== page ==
Imagine being a category lead who, after undergoing a rigorous, 12-month process for a global MSP, from RFI to contract signature, proclaims, “The contract is signed, processes are in place, and the program has been launched; the MSP will manage the show from here and I’m off now to focus on something new.”

Many category leads make this mistake, assuming once this mammoth task is complete, their work is done for the next three to five years.

But no matter how hard you try, you cannot control the outside world. Things evolve and change. And too often, the success of many contingent workforce programs is pinned on false assumptions about what the future will hold — and developed so rigidly around those assumptions that they are set up to fail.

Go with the flow. For example, I have seen countless examples of attempts to predict future pay rates. It’s understandable, as programs strive to set benchmarks and budget. But I have seen enormous spreadsheets — with thousands upon thousands of cells with low/medium/high pay rates — simply end up in the bottom drawer never to see the light of day again because the market is what the market is. And a program that is too rigid to accommodate rate fluctuations is at a disadvantage, because talent and even staffing suppliers may start to go elsewhere if your program fails to keep up.

Yes, programs need to have guidelines and parameters in place, but they also need to have an exception process or a system for reevaluating rates to ensure the program is keeping up.

Work alongside the MSP. Another situation where a program needs flexibility would be in the case of suppliers within the program. Yes, the MSP will manage the suppliers you’ve spent many months vetting. Yet a lot can change in three to five years, and your supplier list might need to be evaluated. Likewise, a project need might arise that justifies seeking out new suppliers — perhaps your current list cannot meet demands or acquire specific skills. Your MSP should certainly be in the car, but you should be in the driver’s seat.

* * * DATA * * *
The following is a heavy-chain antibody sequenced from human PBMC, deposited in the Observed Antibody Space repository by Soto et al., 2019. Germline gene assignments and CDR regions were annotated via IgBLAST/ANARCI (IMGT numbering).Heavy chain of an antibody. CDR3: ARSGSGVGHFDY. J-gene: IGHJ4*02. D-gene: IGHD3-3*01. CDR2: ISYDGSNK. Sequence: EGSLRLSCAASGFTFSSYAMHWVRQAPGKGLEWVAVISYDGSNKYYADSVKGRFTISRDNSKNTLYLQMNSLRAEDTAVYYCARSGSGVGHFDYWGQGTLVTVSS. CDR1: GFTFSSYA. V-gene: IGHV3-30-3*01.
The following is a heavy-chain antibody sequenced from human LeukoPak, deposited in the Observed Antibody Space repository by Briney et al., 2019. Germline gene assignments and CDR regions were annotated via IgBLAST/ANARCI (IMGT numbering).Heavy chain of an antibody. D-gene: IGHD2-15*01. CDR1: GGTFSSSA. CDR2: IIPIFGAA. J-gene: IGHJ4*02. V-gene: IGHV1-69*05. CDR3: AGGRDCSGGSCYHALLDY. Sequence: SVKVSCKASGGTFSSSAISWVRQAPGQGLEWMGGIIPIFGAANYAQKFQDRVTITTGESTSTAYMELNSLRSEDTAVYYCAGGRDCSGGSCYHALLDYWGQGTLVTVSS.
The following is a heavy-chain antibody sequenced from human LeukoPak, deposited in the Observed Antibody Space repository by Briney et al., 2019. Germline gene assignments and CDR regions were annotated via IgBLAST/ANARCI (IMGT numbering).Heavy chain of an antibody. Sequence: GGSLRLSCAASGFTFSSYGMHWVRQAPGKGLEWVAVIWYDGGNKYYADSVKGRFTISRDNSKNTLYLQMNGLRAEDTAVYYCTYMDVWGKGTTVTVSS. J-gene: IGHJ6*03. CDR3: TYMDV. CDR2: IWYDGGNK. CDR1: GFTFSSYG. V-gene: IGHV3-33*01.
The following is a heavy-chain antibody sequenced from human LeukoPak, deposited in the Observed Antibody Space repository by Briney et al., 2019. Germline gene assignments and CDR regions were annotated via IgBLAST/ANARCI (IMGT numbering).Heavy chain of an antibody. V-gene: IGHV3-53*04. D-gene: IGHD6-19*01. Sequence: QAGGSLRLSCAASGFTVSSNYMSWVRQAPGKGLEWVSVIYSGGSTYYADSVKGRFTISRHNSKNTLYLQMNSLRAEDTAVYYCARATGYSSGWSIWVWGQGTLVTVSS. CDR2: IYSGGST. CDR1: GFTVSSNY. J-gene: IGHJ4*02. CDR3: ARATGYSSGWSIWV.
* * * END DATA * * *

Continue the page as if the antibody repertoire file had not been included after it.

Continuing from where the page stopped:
One way to avoid the overly rigid trap is to go with hybrid solutions. I do think this is something program managers can count on in the future. Along with your partners develop a hybrid delivery model with flexible solutions that you can turn on and that you can turn off. That is the way of the future.

There are many ways that you can set this up: by division, by country, by skills, by PSLs, sub-MSPs, master vendors, bringing in the Human Cloud. There are many ways, but the challenge of course is controlling and monitoring all of this seemingly complex solution.

Tech support. I believe that technology will be the enabler of people. It will continue to develop to support ever more complex delivery models, whether it’s VMS, HRIS or online staffing platforms, tomorrow’s talent will engage more with your organisations using technology than traditional methods.

So push your MSPs and staffing partners to automate and engage with technology where recruitment cycle tasks are mundane and repetitive and allow them to focus the human effort where human interaction is valued. Focus on hybrid solutions, powered through technology, and create a much more mature contingent workforce program that can deliver in the face of whatever the world throws at it.